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Decolonizing African Scholarship

Although deeper scholarly interest in the continent of Africa is long overdue, the current methodological approach to the continent needs an overhaul. By treating colonial-era borders as accurate representations of coherent societies and cultures, too many researchers are producing findings with little real-world relevance.

EDINBURGH – Commentaries and academic research on individual African countries present a decidedly mixed picture. Yet, whether their conclusions are bright or bleak, they tend to share the same ahistorical approach.

Contemporary Africa is largely a product of colonialism, and whatever one’s focus – economics or politics, religion or geography – one will find its imprints. A clear example is the practice of democracy in Africa. For all its promise, democratic governance has struggled to deliver in most African countries.

One reason is that democracy is rooted in principles (freedom, individualism, solidarity, equality) that can mean different things in different contexts. Embedded preferences, values, and beliefs tend to inform the practices and policies through which democracy itself is enacted. Hence, as an embodied set of practices and policies, democracy can be likened to a technology.

All technologies can be – and are – used for vastly different purposes. A pen can be a writing instrument or a weapon. A knife can be used to cut vegetables or to participate in a street fight. But this is not to suggest that technologies are morally neutral. On the contrary, their ethics can be informed by their functions. That is why it is possible to talk about appropriate and inappropriate uses of technologies. No technology is independent of the social world. All came from somewhere.

Likewise, democracy is rooted in a particular place, tradition, and culture. To transfer it from one context to another, one needs to recognize the traditions and cultures of the place to which it is being transferred. Because this did not happen in most African countries, democracy has become a weapon with which elites and strongmen oppress the weak, rather than a system for protecting rights and holding leaders accountable.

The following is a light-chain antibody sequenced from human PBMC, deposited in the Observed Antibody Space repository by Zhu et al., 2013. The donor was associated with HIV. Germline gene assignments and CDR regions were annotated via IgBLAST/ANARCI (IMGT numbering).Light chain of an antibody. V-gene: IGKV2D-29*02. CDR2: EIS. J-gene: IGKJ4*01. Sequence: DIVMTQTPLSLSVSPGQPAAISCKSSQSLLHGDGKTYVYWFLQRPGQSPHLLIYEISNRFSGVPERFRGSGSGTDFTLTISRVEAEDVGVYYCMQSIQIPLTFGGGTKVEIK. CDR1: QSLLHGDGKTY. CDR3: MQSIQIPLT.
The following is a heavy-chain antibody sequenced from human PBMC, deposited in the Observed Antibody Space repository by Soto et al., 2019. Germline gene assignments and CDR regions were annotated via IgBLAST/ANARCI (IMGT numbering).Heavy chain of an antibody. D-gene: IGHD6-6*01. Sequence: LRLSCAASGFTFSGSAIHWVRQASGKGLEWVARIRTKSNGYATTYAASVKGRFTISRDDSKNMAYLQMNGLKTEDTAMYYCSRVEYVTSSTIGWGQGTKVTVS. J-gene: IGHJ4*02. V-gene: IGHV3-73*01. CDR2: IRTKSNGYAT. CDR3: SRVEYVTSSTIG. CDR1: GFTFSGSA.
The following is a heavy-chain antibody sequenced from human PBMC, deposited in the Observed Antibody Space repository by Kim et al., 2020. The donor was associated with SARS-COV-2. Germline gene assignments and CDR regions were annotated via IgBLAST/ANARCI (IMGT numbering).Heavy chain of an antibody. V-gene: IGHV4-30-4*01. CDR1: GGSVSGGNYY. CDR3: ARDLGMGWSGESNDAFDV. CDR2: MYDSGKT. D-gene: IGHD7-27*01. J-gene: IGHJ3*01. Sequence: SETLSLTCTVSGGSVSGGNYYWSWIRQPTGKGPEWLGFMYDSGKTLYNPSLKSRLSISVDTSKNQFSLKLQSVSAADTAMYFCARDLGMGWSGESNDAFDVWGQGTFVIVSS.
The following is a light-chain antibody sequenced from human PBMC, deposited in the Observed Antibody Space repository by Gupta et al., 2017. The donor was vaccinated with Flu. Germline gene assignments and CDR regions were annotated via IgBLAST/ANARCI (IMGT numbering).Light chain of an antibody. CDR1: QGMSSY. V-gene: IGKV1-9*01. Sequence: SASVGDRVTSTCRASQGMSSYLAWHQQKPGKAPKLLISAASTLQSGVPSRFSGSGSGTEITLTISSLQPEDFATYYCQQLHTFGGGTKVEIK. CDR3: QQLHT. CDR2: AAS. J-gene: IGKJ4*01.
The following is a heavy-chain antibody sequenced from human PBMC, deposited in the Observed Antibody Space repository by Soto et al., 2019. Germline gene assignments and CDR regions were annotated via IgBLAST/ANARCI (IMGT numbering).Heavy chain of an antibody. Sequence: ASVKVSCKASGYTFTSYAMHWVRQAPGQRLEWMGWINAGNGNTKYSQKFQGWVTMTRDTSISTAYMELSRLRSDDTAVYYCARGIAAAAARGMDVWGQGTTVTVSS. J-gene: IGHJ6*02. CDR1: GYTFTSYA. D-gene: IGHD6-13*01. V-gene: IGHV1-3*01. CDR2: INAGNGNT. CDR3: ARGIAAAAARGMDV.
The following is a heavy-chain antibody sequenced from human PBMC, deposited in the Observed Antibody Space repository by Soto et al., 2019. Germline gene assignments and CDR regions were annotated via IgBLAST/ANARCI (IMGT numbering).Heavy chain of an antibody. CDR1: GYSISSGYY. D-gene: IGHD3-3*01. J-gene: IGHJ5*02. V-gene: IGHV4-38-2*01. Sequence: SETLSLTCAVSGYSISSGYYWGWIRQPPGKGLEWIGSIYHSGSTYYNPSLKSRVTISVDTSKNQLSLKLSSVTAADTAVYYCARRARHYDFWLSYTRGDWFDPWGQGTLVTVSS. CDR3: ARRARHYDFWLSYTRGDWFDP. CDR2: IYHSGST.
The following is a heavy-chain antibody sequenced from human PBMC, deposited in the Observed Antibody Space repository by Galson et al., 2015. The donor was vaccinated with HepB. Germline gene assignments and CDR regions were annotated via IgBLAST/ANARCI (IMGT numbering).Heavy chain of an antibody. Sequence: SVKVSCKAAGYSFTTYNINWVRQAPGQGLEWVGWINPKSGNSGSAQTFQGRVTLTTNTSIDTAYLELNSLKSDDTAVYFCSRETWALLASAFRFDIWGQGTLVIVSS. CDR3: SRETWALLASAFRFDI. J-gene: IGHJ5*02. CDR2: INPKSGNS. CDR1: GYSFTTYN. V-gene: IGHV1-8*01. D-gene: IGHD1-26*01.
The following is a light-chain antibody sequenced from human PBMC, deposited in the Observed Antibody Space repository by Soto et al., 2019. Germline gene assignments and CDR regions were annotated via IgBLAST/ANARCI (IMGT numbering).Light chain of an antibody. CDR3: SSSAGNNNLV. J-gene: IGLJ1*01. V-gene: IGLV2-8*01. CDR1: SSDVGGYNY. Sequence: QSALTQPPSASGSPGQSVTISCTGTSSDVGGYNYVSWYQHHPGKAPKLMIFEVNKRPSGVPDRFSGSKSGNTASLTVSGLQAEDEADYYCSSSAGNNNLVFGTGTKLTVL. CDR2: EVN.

The legacy of colonial institutions in Africa tends to suppress indigenous practices. Many African societies have their own ways of doing things, from family governance to the coordination of economic and political life. Most also still operate as ethnic groups whose members base their identities on shared linguistic and cultural markers. Yet following the balkanization of Africa under colonialism, these traditional societies were, in most cases, reconfigured into political units lacking a source of identity. It is little wonder that so many of them are still struggling to become functioning nation states.

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Geographic borders that were imposed for economic and political reasons have since become immovable realities. When there are movements for self-determination, they are usually suppressed – sometimes violently – and their leaders are accused of “treasonable felony” (itself a colonial artifact).

Over time, Africa’s confected geographic borders have become psychological boundaries, too. People who were “borderized” into different countries after previously sharing an ethnic identity have since started seeing themselves as different people. While South Africa shares some ethnic groups with neighboring Zimbabwe, Mozambique, and Namibia, it now sees these countries’ citizens as foreigners and outsiders.